Thursday, February 6, 2014

Rendezvous With Irrelevance

In virtually every long-term social or political debate, there's eventually a point at which most sensible and intelligent people agree: The public has made a definitive decision.

On the subject of smoking, for example, after nearly fifty years of anti-smoking measures, only about 19 percent of Americans smoke any more. So while Wednesday's announcement by the pharmacy chain CVS that they'll no longer be selling tobacco products after October 1 was significant news, it wasn't exactly Earth-shattering. Americans already passed that decision point on tobacco use twenty years ago. Sure, smoking is still legal, though in far fewer places than it once was. For the most part, those who still remain addicted have been severely minimized as a political power group, effectively making smokers politically irrelevant.

In a similar, yet frightening way, recent studies have confirmed the American middle class has almost been nearly erased, politically, by right-wing political policies over the last forty-plus years. Politicians may still claim to pander to the middle class, but as stories in both Business Insider and the New York Times this past week confirmed, the businesses that depend on the middle class are struggling - because much of the economic and political power of the middle class has already been erased.

There is another major group of Americans that is about to become irrelevant though, and it's one we - and others - have been pointing to for some time.

Of course, we're talking about Americans on the political right, in general, and Republicans in particular.

From President Obama's in-person verbal smackdown of Bill O'Reilly and Fox on Sunday, to most Republicans in Congress knuckling under on the debt ceiling, to the disastrous actions of major media outlets that pandered to the right on the CBO report - nearly everything Republicans and conservatives have touched publicly this week has fallen apart.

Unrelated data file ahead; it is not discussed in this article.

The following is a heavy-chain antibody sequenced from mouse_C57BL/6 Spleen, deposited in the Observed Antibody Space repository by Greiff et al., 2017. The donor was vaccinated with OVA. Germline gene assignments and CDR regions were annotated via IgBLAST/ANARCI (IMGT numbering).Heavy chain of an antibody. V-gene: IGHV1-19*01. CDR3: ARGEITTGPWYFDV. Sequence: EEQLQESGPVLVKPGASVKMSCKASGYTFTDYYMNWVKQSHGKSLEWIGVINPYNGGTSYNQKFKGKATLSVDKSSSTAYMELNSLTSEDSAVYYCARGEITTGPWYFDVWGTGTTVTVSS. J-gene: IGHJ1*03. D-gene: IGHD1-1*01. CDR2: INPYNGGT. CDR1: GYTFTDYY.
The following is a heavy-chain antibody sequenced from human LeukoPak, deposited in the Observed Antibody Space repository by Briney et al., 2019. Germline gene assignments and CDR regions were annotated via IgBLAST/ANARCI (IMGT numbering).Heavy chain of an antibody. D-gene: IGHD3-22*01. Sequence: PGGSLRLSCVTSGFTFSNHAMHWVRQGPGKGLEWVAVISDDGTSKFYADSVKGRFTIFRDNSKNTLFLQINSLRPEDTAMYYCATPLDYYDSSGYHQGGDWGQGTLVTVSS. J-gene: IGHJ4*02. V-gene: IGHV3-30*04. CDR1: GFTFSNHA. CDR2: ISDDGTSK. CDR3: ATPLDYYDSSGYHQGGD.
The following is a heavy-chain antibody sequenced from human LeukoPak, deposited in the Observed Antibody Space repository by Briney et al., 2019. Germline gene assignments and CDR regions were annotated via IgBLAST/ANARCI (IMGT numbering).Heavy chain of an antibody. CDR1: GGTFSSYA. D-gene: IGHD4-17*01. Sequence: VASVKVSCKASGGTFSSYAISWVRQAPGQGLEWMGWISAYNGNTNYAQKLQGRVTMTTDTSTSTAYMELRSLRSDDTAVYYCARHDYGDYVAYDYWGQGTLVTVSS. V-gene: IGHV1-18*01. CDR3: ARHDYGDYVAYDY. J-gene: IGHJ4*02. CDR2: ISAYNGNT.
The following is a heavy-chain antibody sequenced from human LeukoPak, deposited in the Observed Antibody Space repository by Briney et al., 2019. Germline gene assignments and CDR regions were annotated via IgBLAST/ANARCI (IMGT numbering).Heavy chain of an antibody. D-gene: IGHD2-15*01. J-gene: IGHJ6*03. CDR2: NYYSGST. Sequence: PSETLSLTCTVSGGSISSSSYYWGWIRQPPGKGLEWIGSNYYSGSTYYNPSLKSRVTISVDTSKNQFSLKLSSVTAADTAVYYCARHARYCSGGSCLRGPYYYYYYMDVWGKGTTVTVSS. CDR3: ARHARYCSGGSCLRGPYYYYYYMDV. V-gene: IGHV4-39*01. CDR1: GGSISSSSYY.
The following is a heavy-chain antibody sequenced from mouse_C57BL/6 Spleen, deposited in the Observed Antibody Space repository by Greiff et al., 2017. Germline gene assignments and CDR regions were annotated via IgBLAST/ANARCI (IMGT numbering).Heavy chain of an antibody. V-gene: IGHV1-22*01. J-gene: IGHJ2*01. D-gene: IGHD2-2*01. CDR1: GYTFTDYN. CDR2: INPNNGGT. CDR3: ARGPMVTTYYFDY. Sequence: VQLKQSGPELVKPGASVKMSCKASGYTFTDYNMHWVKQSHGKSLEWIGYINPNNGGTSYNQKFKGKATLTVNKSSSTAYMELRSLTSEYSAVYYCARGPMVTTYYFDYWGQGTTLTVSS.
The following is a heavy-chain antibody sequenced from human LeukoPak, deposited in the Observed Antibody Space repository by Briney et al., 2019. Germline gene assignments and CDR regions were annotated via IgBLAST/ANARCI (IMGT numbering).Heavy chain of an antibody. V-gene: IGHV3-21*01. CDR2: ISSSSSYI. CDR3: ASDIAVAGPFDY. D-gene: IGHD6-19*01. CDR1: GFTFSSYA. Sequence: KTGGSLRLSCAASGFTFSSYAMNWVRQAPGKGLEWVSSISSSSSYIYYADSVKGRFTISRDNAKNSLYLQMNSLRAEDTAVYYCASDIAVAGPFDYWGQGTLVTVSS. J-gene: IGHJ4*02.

If you're a political group with real and growing relevance, your heroes don't get dissed in person by the President on national TV, your party doesn't make weak threats on major policies only to meekly and quietly knuckle under to reality, and you don't act so bizzarely that those in the media trying to pander to you end making asses of themselves as so many did this week on the CBO report.

Michael Gerson of the Washington Post - who, we have to admit, partially inspired our work today - made a similar, if not more focused point about the way Republicans are failing to handle the issue of immigration reform right now.

On Wednesday, Dana Milbank nailed the single biggest reason Republicans keep losing relevance - their insistance on ignoring facts on key issues from Obamacare, to immigration, to the IRS scandal. Sure, the right-wing misinformation feedback loop may make Republicans and those who vote with the GOP temporarily feel better about their own racism, classism, misogyny, and bigotry.

But ask any smoker how they feel about having to stand outside, fifty feet from a building in the middle of winter, in twenty degrees below zero wind chills just to make the physiological monkey on their back feel better. You'll likely hear bitter complaints and whining from those smokers that this isn't the way America used to be. They may even sound eerily like modern Republicans, who also often haven't adapted to the way most Americans think about topics like race, class, and gender today.

We'll agree with the whiners for once - this isn't the same America today, and it won't be the same tomorrow either. As scientist Bill Nye explained clearly in his debate with creationist Ken Ham this week, the world is evolving by minor degrees every day. If we don't progress and adapt, we'll become irrelevant, and then eventually extinct - a scientist's way of saying we'll be erased.

That's the dilemma the GOP is facing now: Change, evolve, and get rid of the Neanderthals in their party holding on too tightly to the past. Or keep pointing and laughing at others, ignoring important but uncomfortable facts, even while their party's relevance and days of long-term influence disappear even further into history.

It doesn't sound like much of a decision to us - but then again, we've been told we have fairly evolved sensibilities.


  1. I think we need to be wary of thinking the right is washed up. It may hold true in presidential politics but red states remain red and the Dems might be in some danger of losing the senate. So the bears still need to be poked whenever possible.